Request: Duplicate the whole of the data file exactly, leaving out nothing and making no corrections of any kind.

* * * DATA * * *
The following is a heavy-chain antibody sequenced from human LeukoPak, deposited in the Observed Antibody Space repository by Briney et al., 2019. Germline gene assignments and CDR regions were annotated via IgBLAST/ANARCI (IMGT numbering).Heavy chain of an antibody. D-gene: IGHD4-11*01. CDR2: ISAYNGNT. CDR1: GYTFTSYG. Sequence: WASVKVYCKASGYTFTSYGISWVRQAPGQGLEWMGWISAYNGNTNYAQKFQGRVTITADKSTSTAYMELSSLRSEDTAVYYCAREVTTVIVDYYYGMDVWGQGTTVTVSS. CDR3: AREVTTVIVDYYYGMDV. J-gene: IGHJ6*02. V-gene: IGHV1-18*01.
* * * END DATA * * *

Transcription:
The following is a heavy-chain antibody sequenced from human LeukoPak, deposited in the Observed Antibody Space repository by Briney et al., 2019. Germline gene assignments and CDR regions were annotated via IgBLAST/ANARCI (IMGT numbering).Heavy chain of an antibody. D-gene: IGHD4-11*01. CDR2: ISAYNGNT. CDR1: GYTFTSYG. Sequence: WASVKVYCKASGYTFTSYGISWVRQAPGQGLEWMGWISAYNGNTNYAQKFQGRVTITADKSTSTAYMELSSLRSEDTAVYYCAREVTTVIVDYYYGMDVWGQGTTVTVSS. CDR3: AREVTTVIVDYYYGMDV. J-gene: IGHJ6*02. V-gene: IGHV1-18*01.